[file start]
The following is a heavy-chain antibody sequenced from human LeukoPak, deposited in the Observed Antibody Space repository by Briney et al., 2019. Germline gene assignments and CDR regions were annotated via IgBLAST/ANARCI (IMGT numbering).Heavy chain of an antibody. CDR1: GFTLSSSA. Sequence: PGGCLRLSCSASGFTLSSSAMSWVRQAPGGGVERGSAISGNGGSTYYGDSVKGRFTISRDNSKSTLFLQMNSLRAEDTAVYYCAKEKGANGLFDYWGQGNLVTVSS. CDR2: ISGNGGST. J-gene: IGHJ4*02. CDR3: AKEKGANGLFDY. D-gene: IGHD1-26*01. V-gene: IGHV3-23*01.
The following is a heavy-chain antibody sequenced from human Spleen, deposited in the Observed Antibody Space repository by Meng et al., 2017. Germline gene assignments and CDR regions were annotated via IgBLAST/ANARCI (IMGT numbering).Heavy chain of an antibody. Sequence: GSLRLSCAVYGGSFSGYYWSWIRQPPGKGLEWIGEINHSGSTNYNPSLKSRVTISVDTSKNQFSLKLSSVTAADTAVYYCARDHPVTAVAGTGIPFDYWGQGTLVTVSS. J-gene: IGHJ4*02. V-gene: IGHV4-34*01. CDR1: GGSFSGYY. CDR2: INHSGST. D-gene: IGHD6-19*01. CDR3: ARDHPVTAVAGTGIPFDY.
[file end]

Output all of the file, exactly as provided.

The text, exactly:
The following is a heavy-chain antibody sequenced from human LeukoPak, deposited in the Observed Antibody Space repository by Briney et al., 2019. Germline gene assignments and CDR regions were annotated via IgBLAST/ANARCI (IMGT numbering).Heavy chain of an antibody. CDR1: GFTLSSSA. Sequence: PGGCLRLSCSASGFTLSSSAMSWVRQAPGGGVERGSAISGNGGSTYYGDSVKGRFTISRDNSKSTLFLQMNSLRAEDTAVYYCAKEKGANGLFDYWGQGNLVTVSS. CDR2: ISGNGGST. J-gene: IGHJ4*02. CDR3: AKEKGANGLFDY. D-gene: IGHD1-26*01. V-gene: IGHV3-23*01.
The following is a heavy-chain antibody sequenced from human Spleen, deposited in the Observed Antibody Space repository by Meng et al., 2017. Germline gene assignments and CDR regions were annotated via IgBLAST/ANARCI (IMGT numbering).Heavy chain of an antibody. Sequence: GSLRLSCAVYGGSFSGYYWSWIRQPPGKGLEWIGEINHSGSTNYNPSLKSRVTISVDTSKNQFSLKLSSVTAADTAVYYCARDHPVTAVAGTGIPFDYWGQGTLVTVSS. J-gene: IGHJ4*02. V-gene: IGHV4-34*01. CDR1: GGSFSGYY. CDR2: INHSGST. D-gene: IGHD6-19*01. CDR3: ARDHPVTAVAGTGIPFDY.